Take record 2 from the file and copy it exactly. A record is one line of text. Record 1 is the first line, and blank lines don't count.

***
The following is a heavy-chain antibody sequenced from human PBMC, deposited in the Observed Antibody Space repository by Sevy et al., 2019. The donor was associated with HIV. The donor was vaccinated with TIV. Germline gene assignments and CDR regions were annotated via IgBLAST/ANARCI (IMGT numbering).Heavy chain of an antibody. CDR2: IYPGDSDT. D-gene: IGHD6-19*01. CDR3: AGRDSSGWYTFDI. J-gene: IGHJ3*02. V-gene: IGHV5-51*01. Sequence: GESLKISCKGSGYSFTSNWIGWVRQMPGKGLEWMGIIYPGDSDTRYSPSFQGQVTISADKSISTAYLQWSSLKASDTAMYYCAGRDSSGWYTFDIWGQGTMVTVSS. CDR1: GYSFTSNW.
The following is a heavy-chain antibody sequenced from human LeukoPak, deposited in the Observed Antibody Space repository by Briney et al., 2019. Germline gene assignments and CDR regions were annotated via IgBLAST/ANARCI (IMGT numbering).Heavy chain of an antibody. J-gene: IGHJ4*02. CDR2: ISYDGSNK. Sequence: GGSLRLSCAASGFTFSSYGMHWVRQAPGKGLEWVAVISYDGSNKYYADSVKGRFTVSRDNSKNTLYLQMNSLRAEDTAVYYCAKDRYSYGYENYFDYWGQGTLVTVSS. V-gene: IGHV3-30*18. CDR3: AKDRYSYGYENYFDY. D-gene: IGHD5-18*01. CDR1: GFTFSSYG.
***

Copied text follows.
The following is a heavy-chain antibody sequenced from human LeukoPak, deposited in the Observed Antibody Space repository by Briney et al., 2019. Germline gene assignments and CDR regions were annotated via IgBLAST/ANARCI (IMGT numbering).Heavy chain of an antibody. J-gene: IGHJ4*02. CDR2: ISYDGSNK. Sequence: GGSLRLSCAASGFTFSSYGMHWVRQAPGKGLEWVAVISYDGSNKYYADSVKGRFTVSRDNSKNTLYLQMNSLRAEDTAVYYCAKDRYSYGYENYFDYWGQGTLVTVSS. V-gene: IGHV3-30*18. CDR3: AKDRYSYGYENYFDY. D-gene: IGHD5-18*01. CDR1: GFTFSSYG.